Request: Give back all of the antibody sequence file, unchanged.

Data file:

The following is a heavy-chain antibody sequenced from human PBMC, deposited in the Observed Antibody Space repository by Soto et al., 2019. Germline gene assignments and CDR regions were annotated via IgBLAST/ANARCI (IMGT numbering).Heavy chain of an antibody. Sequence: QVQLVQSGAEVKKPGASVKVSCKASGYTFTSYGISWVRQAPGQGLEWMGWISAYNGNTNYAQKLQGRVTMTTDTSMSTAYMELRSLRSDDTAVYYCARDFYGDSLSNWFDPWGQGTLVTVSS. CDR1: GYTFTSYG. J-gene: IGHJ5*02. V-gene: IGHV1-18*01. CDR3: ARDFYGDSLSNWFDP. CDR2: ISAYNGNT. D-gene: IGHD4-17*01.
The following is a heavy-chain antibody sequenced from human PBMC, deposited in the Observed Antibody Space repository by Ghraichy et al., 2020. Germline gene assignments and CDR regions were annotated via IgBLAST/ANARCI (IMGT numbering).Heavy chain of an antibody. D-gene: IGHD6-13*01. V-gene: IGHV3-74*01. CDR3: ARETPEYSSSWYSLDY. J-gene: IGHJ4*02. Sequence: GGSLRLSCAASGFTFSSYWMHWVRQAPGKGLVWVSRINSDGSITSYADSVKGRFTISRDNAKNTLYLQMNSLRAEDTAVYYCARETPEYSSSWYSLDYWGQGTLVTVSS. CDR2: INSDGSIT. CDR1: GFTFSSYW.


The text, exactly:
The following is a heavy-chain antibody sequenced from human PBMC, deposited in the Observed Antibody Space repository by Soto et al., 2019. Germline gene assignments and CDR regions were annotated via IgBLAST/ANARCI (IMGT numbering).Heavy chain of an antibody. Sequence: QVQLVQSGAEVKKPGASVKVSCKASGYTFTSYGISWVRQAPGQGLEWMGWISAYNGNTNYAQKLQGRVTMTTDTSMSTAYMELRSLRSDDTAVYYCARDFYGDSLSNWFDPWGQGTLVTVSS. CDR1: GYTFTSYG. J-gene: IGHJ5*02. V-gene: IGHV1-18*01. CDR3: ARDFYGDSLSNWFDP. CDR2: ISAYNGNT. D-gene: IGHD4-17*01.
The following is a heavy-chain antibody sequenced from human PBMC, deposited in the Observed Antibody Space repository by Ghraichy et al., 2020. Germline gene assignments and CDR regions were annotated via IgBLAST/ANARCI (IMGT numbering).Heavy chain of an antibody. D-gene: IGHD6-13*01. V-gene: IGHV3-74*01. CDR3: ARETPEYSSSWYSLDY. J-gene: IGHJ4*02. Sequence: GGSLRLSCAASGFTFSSYWMHWVRQAPGKGLVWVSRINSDGSITSYADSVKGRFTISRDNAKNTLYLQMNSLRAEDTAVYYCARETPEYSSSWYSLDYWGQGTLVTVSS. CDR2: INSDGSIT. CDR1: GFTFSSYW.